When I first got my chickens, I was determined to do the very best for them. So I did the wrong thing and read EVERYTHING I could find on the internet. Don’t get me wrong. I love, love, love the internet. When you want a definitive answer about something though, and you’re new to whatever you’re researching, it can be very confusing because you find so many differing opinions and bits of advice.
We talked about bedding, or as some call it “litter”, for the coop a lot. First I told my husband I wanted shavings…I read some more online and I said I wanted sand…then I read some more and I wanted a combination, then I wanted straw, then I wanted straw and shavings and then my husband wanted me to quit changing my mind. We’d been using pine shavings that we’d purchased at the farm supply store as brooder bedding and we had a fair amount left. I didn’t want to be wasteful, so out of that reason came the decision to try shavings in the coop.
In the past, I’ve had shown horses and we always used shavings in the stalls. It was a little dusty when we dumped in the wheelbarrow of shavings, but after a couple of hours, the dust settled and it didn’t make for a terribly dusty experience. Farm animals are a dusty bunch, so I expected dust with whatever I used. Our horses had loved rolling in fresh shavings and I loved burying my nose in their mane and inhaling a deep breath of fresh shavings smell combined with the sweet smell of horse. The shavings were absorbent and the barn always seemed to smell like hay and fresh-cut lumber. Not a bad combo at all.
We priced straw and found that we’d pay $7 a bale for it in our area and very few people seemed to be selling it. We purchased a bale during my “straw phase” and when we broke it open, we found that the interior was full of black mold. I didn’t want to have to break open every bale of straw before I bought it to inspect for mold and I knew mold was bad for chickens. Suffice it to say we never spread that moldy straw in our coop and instead used it to cover some new grass seed that was nowhere near our flock.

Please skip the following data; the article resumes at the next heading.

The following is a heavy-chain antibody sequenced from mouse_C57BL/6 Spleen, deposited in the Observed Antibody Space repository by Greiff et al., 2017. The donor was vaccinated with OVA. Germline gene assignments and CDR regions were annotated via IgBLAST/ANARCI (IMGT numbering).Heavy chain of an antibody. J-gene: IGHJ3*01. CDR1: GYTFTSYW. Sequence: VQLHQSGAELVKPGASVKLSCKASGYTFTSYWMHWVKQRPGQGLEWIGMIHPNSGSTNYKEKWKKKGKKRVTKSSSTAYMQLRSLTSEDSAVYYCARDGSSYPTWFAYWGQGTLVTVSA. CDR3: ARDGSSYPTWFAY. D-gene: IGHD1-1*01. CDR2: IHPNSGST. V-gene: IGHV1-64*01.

I looked at sand too. I hate walking on sand. I’m sure chickens don’t, but because sand has the tendency to “give” when you’re trying to walk, it makes it difficult to walk around in the area where the chickens are kept. The advice was to use “washed construction sand”. Home improvement stores look at you like you’ve lost your mind when you ask for it. The sales person shrugged and said there was play sand in the garden area. I knew play sand was a bad choice because it was fine and dusty and if chickens happen to ingest too much of it, it can cause a crop full of sand which can get impacted and the bird could potentially die. I had read that it was great for dust bathing (I’d made them a dust bath already) and that it was easy maintenance to scoop out chicken poop that had been desiccated by the sand. I don’t even like to clean the cat box. The thought of scooping chicken poop out of sand in the large coop area didn’t appeal to me at all. It also didn’t appeal to me at all that I’d have to buy this stuff by the truckload and have it delivered and then haul it into the coop, push it around to smooth it out and then during my complete cleaning, I’d have to shovel the darn stuff out and sand is HEAVY and I’m OLD. It also didn’t seem sanitary to me…but then again…how sanitary is any chicken bedding? I was also worried about the heat and cold and the use of sand. I want something that warms up quickly in the winter. Sand doesn’t logically seem to be something that would do that. We also live in a very humid area and like a child’s sandbox, I envisioned sand holding moisture on humid, damp days and chickens walking around with damp sand clinging to their feet. It also doesn’t seem like something that would be comfortable…although I’m not a chicken and I’m not sure what their feelings are because they’re very tight beaked about things like giving their opinions.